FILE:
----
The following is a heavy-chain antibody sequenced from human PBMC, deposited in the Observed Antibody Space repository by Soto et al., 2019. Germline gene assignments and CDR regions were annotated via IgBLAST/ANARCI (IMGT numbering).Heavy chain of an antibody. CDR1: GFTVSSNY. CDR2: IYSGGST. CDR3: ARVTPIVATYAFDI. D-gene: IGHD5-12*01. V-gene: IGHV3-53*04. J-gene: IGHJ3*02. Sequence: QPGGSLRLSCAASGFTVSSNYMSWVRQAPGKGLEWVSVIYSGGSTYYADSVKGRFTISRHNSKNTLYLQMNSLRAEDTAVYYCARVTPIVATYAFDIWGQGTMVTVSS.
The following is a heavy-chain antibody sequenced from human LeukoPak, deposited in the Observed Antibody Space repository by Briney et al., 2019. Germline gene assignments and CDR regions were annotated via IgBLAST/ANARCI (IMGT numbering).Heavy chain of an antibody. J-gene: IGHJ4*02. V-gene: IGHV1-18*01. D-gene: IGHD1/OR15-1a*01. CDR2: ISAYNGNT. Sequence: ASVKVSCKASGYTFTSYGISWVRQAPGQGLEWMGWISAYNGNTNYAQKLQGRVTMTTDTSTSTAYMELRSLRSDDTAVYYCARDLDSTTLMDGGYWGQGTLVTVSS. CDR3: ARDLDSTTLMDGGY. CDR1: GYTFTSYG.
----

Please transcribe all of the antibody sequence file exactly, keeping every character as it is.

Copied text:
The following is a heavy-chain antibody sequenced from human PBMC, deposited in the Observed Antibody Space repository by Soto et al., 2019. Germline gene assignments and CDR regions were annotated via IgBLAST/ANARCI (IMGT numbering).Heavy chain of an antibody. CDR1: GFTVSSNY. CDR2: IYSGGST. CDR3: ARVTPIVATYAFDI. D-gene: IGHD5-12*01. V-gene: IGHV3-53*04. J-gene: IGHJ3*02. Sequence: QPGGSLRLSCAASGFTVSSNYMSWVRQAPGKGLEWVSVIYSGGSTYYADSVKGRFTISRHNSKNTLYLQMNSLRAEDTAVYYCARVTPIVATYAFDIWGQGTMVTVSS.
The following is a heavy-chain antibody sequenced from human LeukoPak, deposited in the Observed Antibody Space repository by Briney et al., 2019. Germline gene assignments and CDR regions were annotated via IgBLAST/ANARCI (IMGT numbering).Heavy chain of an antibody. J-gene: IGHJ4*02. V-gene: IGHV1-18*01. D-gene: IGHD1/OR15-1a*01. CDR2: ISAYNGNT. Sequence: ASVKVSCKASGYTFTSYGISWVRQAPGQGLEWMGWISAYNGNTNYAQKLQGRVTMTTDTSTSTAYMELRSLRSDDTAVYYCARDLDSTTLMDGGYWGQGTLVTVSS. CDR3: ARDLDSTTLMDGGY. CDR1: GYTFTSYG.